There is accumulating evidence that the dynamics of glass-forming systems below the conventional glass transition temperature Tg do not diverge at a finite temperature as conventional extrapolations of the temperature dependence of the dynamics suggest. Here we explore the possibility that theories often interpreted to support this extrapolation may be able to account for the experimentally observed apparent turn-over to a more physically acceptable divergence at zero Kelvin. We examine three different entropy-based glass transition models: the generalized entropy theory (GET), the random first order transition theory (RFOT), and the DiMarzio and Yang model. These are evaluated and compared with the non-diverging deep glassy state dynamic data reported for a 20-million-year-old amber and a vapor deposited ultra-stable amorphous Teflon obtained previously in our laboratories. We make different assumptions about the temperature dependences for configurational entropy for the model evaluations. We find that all configurational entropy models can give non-divergent dynamics with an appropriate configurational entropy and can, then, qualitatively agree with the deep glassy state dynamic data for the ancient amber and the amorphous Teflon. However, all the models still predict somewhat higher relaxation times than the experimentally reported values, which were upper bounds to the equilibrium response.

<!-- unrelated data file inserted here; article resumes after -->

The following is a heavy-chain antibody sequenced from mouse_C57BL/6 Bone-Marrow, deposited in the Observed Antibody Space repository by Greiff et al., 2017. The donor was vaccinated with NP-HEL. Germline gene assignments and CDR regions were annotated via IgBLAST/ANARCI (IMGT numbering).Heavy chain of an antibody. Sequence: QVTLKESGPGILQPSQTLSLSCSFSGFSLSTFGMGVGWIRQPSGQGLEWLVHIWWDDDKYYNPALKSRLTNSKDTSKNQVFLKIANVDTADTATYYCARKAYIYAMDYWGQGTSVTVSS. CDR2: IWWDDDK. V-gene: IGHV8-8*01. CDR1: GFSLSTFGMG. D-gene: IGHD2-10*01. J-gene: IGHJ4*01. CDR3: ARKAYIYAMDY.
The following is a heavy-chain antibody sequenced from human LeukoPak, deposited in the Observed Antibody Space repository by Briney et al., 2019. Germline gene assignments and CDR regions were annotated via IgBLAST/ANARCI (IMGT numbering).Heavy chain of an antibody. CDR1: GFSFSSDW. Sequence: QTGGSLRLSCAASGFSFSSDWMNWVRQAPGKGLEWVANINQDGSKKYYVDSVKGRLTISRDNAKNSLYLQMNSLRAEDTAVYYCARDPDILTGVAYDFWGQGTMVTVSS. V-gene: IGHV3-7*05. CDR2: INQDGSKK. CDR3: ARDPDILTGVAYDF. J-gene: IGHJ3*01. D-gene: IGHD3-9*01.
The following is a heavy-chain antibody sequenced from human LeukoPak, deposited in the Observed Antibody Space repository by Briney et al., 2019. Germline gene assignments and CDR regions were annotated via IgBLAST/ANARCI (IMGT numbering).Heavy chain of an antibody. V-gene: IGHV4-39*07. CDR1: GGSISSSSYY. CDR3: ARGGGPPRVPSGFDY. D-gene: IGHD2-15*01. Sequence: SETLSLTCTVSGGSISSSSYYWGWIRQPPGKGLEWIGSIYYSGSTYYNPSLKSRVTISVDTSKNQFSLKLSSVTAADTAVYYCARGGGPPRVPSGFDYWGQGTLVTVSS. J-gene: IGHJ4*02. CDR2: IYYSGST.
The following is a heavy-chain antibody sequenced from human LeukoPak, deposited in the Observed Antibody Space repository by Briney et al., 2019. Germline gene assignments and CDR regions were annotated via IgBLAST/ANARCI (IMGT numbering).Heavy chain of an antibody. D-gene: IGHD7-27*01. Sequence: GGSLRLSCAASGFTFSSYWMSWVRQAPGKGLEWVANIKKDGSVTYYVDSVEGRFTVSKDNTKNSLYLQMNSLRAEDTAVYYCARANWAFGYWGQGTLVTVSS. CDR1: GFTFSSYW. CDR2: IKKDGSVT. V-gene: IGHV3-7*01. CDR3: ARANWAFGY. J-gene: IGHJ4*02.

- Entropy theories
- Generalized entropy theory
- Glass transition
- Non-diverging time scales
- Random first order transition theory